Record Set for Gauguin Sculpture at NY Auction


A rare wooden bust by Paul Gauguin sold Tuesday at auction in New York for $11.2 million, setting a record for a sculpture by the French artist.

The "Jeune Tahitienne" sculpture was estimated by Sotheby's to sell for between $10-15 million and depicts the head of a young girl with large earrings and coral necklaces.

It dates from Gauguin's visit to Tahiti between 1890 and 1893, a period from which only a handful of sculptures have survived. Sotheby's said the previous record price for a Gauguin sculpture was $1.4 million.

Gauguin gave the sculpture to Jeanne Fournier, the 10-year-old daughter of collector Jean Dolent, as a present after he returned to Paris in 1894. The piece was sold in 1961 to a priest in the Dominican Order who consigned it to Sotheby's in London, where it changed hands again.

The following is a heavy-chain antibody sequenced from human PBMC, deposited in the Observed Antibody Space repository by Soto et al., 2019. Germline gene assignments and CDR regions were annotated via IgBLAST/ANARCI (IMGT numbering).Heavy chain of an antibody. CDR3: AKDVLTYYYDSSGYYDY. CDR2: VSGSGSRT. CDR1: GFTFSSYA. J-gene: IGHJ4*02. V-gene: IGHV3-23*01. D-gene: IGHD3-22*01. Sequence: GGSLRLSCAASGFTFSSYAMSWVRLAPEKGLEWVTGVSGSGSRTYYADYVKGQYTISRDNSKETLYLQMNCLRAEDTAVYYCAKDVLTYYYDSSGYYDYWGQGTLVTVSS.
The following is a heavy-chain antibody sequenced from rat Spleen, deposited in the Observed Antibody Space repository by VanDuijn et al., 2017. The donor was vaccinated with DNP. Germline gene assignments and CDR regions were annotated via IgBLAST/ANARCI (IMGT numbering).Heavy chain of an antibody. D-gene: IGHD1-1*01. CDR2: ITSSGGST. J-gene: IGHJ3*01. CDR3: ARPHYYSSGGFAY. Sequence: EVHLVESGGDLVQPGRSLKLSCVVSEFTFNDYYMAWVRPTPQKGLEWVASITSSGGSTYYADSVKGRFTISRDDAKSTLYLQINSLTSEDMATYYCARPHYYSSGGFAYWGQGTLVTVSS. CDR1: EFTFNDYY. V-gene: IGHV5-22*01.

The first of the big spring sales in New York saw Pablo Picasso's "Femmes lisant" sell for $21.3 million, below the $25-35 million pre-sale estimate. It was one of 10 Picassos offered.

Although sales had mixed success, the auction season started with renewed optimism in the international art market.

Christie's follows with its own impressionist and modern art auction Wednesday. Next week, the rival auction houses will hold contemporary art sales.

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